2009 Albert Schweitzer Award of Excellence
For the past few decades, one of the most imposing figures on our campus has been the figure of Albert Schweitzer. To be sure, Schweitzer died in 1965, but during his lifetime he was a bigger than life character, and his legacy lives on after him. Two former Chapman faculty members, Kurt and Alice Bergel, brought a commitment to Schweitzer and his ethic of reverence for life to the campus of Chapman University, and they founded the Albert Schweitzer Institute and inaugurated the Schweitzer Exhibit.
Albert Schweitzer was a philosopher, theologian, musician, and medical doctor who spent nearly half of his long life working at Lambaréné in the country of Gabon in West Africa. Whatever Schweitzer did he did with gusto, and he insisted, for himself and others, that we all should live thoughtful and ethical lives. For Schweitzer, the focal point of an ethical life is reverence for life ¨C not simply respect, as valuable as that is, but reverence for life, since all life, Schweitzer was convinced, is sacred. For Schweitzer the ethic of reverence for life affirms the supreme value of all life ¨C human, animal, and plant ¨C and the obligation to nurture and further life in all its manifestations.
If you are shopping around for an ethic by which you may live, you may wish to consider reverence for life. The world is in desperate need of reverence for life.
Schweitzer remains a large presence at Chapman. As you may already have noted, we have a goodly number of statues and busts on our campus, but the biggest and baddest bust of them all is that of Albert Schweitzer. It stands between Argyros Forum and the central library, and if and when it rains, the bust tends to corrode a bit around the eyes, so that it looks as if Albert Schweitzer is crying. In the old days, when the old, small, inadequate library was still in existence, I assumed that Schweitzer was staring at that library and weeping. Within Argyros Forum is a Schweitzer Exhibit that you can visit. Through the Schweitzer Institute we offer a course on the life and thought of Schweitzer ¨C I¡¯ll be teaching the course in the spring semester, and you all should take it ¨C and through the generosity of the Scudder family and the Marjorie Mosher Schmidt Foundation, we make Schweitzer scholarships available to extraordinary students. We also present the Albert Schweitzer Award of Excellence here, at opening convocation, to a person or organization that exemplifies Schweitzer's humanitarian spirit and commitment to reverence for life.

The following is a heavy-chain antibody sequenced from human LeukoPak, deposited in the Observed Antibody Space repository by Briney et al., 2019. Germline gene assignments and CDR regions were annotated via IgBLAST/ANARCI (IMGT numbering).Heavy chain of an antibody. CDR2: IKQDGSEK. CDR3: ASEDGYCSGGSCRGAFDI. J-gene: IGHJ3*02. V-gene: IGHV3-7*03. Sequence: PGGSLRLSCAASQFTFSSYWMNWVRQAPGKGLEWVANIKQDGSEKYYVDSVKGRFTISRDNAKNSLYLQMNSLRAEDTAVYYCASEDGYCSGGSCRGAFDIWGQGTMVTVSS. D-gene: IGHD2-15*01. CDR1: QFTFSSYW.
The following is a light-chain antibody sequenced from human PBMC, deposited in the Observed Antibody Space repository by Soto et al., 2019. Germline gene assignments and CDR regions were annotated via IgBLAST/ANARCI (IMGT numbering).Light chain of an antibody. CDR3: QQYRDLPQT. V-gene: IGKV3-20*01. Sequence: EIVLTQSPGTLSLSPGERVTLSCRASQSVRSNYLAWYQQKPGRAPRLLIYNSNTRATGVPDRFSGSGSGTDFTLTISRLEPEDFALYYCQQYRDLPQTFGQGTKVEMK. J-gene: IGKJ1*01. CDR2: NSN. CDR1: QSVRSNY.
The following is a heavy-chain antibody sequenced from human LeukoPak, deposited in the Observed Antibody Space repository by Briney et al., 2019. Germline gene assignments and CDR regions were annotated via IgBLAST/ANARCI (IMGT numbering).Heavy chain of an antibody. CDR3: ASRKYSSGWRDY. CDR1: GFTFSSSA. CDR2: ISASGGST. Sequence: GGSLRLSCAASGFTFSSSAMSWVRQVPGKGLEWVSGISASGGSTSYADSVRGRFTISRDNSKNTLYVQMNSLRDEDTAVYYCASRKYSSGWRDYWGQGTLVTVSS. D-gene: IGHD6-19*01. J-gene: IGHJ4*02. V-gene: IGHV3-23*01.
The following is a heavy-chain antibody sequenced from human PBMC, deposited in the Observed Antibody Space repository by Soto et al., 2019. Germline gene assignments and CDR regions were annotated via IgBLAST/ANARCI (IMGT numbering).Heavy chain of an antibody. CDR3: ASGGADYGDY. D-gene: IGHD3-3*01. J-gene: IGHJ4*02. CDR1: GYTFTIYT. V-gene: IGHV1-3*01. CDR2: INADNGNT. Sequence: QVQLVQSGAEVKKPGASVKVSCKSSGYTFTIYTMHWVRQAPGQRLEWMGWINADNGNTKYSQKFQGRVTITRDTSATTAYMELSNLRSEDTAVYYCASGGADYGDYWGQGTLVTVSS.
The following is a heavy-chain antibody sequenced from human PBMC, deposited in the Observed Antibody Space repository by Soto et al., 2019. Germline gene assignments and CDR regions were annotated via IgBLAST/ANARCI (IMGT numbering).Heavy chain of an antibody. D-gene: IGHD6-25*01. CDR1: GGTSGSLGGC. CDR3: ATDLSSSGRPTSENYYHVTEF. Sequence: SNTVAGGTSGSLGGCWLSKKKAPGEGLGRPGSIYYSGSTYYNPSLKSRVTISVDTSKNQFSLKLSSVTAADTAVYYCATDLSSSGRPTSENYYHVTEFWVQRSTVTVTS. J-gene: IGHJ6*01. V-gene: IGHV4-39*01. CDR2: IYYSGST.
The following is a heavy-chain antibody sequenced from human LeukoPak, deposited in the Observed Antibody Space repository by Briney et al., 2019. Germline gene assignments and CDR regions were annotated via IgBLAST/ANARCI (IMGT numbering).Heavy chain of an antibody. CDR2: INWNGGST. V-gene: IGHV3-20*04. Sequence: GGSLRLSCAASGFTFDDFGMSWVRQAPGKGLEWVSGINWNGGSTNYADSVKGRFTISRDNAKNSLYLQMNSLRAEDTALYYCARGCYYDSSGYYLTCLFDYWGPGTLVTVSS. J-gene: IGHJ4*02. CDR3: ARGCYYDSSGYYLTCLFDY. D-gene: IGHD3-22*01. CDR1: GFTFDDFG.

During his lifetime, people visited Albert Schweitzer at his hospital in Lambaréné, and many wanted to stay to work there. Schweitzer could take only a certain number of volunteers, and so he sometimes told people to find their own Lambaréné. Schweitzer knew, and we know, that there are many places of need, many Lambaréné, in our world. There are Lambaréné in our towns, our cities, our neighborhoods. The recipient of the 2009 Albert Schweitzer Award of Excellence searched and found his Lambaréné. Recently the Schweitzer Institute published a book, with essays and photographs, under the title Finding Lambaréné, which addresses this theme. If you would like a copy of this book, please contact me or the Schweitzer Institute.
Today, in the company of one great United States Senator, we mourn the passing of another great United States Senator, who spent his life in concerns of justice and service to others. My wish for each of us is that we, too, may find our Lambaréné.
Senator George McGovern introduces the recipient of the 2009 Albert Schweitzer Award of Excellence, Dr. Anthony Garcia-Prats, Baylor International Pediatric AIDS Initiative:
It is my privilege to tell you about the recipient of Chapman University's 2009 Schweitzer Award of Excellence recipient, Dr. Anthony Garcia-Prats. Dr. Prats is a graduate of St. Louis University and the Baylor College of Medicine. He was chief resident at Texas Children's Hospital, which is affiliated with Baylor.
You will not be surprised to hear that he is the recipient of other honors. In 2004, he received the McNamara Award presented by the Pele Chandler Endowment for contributions to child health and safety. He also was presented with the Doctors Ralph and Judith Feigin Outstanding Resident Award at the Baylor College of Medicine for 2004-2005.
Currently Dr. Garcia-Prats is an assistant professor of pediatrics with the Baylor International Pediatric AIDS Initiative. This organization provides HIV/AIDS care and treatment to more than 30,000 children and families worldwide. Known with affection by colleagues and patients as "Dr. Tony," our honoree has been a physician with the Initiative's Pediatric AIDS Corps since August 2006, served in the Lesotho Children's Clinical Center of Excellence through February 2009, and now is leading development of a new children's AIDS center in Mbeya, Tanzania.
As a lifelong advocate for the well being of children all over the world, I am honored to acknowledge Dr. Anthony Garcia-Prats for his talent, his commitment and his achievement in bringing quality medical care to the children of Africa. And, in recognition of the life's work of Dr. Albert Schweitzer, I am proud to present "Dr. Tony" with the 2009 Schweitzer Award of Excellence.
Senator George McGovern
Marvin Meyer, Ph.D., Director, Albert Schweitzer Institute
August 26, 2009